Organs without Dual Innervation

Although most organs are innervated by both sympathetic and parasympathetic nerves, some—including the adrenal medulla, ar-rector pili muscles, sweat glands, and most blood vessels—receive only sympathetic innervation. In these cases, regulation is achieved by increases or decreases in the tone (firing rate) of the sympathetic fibers. Constriction of cutaneous blood vessels, for example, is produced by increased sympathetic activity that stimulates alpha-adrenergic receptors, and vasodilation results from decreased sympathetic nerve stimulation.

The sympathoadrenal system is required for nonshivering thermogenesis: animals deprived of their sympathetic system and adrenals cannot tolerate cold stress. The sympathetic system itself is required for proper thermoregulatory responses to heat. In a hot room, for example, decreased sympathetic stimulation produces dilation of the blood vessels in the skin, which increases cutaneous blood flow and provides better heat radiation. During exercise, by contrast, sympathetic activity increases, causing constriction of the blood vessels in the skin of the limbs and stimulation of sweat glands in the trunk.

Autonomic dysreflexia, a serious condition producing rapid elevations in blood pressure that can lead to stroke (cerebrovascular accident), occurs in 85% of people with quadriplegia and others with spinal cord lesions above the sixth thoracic level. Lesions to the spinal cord first produce the symptoms of spinal shock, characterized by the loss of both skeletal muscle and autonomic reflexes. After a period of time, both types of reflexes return in an exaggerated state. The skeletal muscles may become spastic in the absence of higher inhibitory influences, and the visceral organs experience denervation hypersensitivity. Patients in this condition have difficulty emptying their urinary bladders and often must be catheterized.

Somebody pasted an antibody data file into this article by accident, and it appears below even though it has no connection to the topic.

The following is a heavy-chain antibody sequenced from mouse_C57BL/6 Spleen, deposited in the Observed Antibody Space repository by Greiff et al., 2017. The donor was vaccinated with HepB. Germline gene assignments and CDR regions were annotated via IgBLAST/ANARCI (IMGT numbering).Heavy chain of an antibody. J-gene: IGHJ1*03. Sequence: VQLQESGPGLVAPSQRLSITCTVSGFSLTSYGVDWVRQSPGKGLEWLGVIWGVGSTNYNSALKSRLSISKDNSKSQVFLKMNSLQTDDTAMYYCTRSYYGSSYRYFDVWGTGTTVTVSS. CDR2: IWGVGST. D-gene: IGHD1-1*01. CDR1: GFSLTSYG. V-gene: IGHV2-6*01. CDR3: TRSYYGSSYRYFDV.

Noxious stimuli, such as overdistension of the urinary bladder, can result in reflex activation of the sympathetic nerves below the spinal cord lesion. This produces goose bumps, cold skin, and vasoconstriction in the regions served by the spinal cord below the level of the lesion. The rise in blood pressure resulting from this vasoconstriction activates pressure receptors that transmit impulses along sensory nerve fibers to the medulla oblongata. In response to this sensory input, the medulla directs a reflex slowing of the heart and vasodilation. Since descending impulses are blocked by the spinal lesion, however, the skin above the lesion is warm and moist (due to vasodilation and sweat gland secretion), but it is cold below the level of spinal cord damage.

The sweat glands in the trunk secrete a watery fluid in response to cholinergic sympathetic stimulation. Evaporation of this dilute sweat helps to cool the body. The sweat glands also secrete a chemical called bradykinin in response to sympathetic stimulation. Bradykinin stimulates dilation of the surface blood vessels near the sweat glands, helping to radiate some heat despite the fact that other cutaneous blood vessels are constricted. At the conclusion of exercise, sympathetic stimulation is reduced, causing cutaneous blood vessels to dilate. This increases blood flow to the skin, which helps to eliminate metabolic heat. Notice that all of these thermoregulatory responses are achieved without the direct involvement of the parasympathetic system.


Chapter Nine

Table 9.8 Effects Resulting from Sensory Input from Afferent Fibers in the Vagus, Which Transmit This Input to Centers in the Medulla Oblongata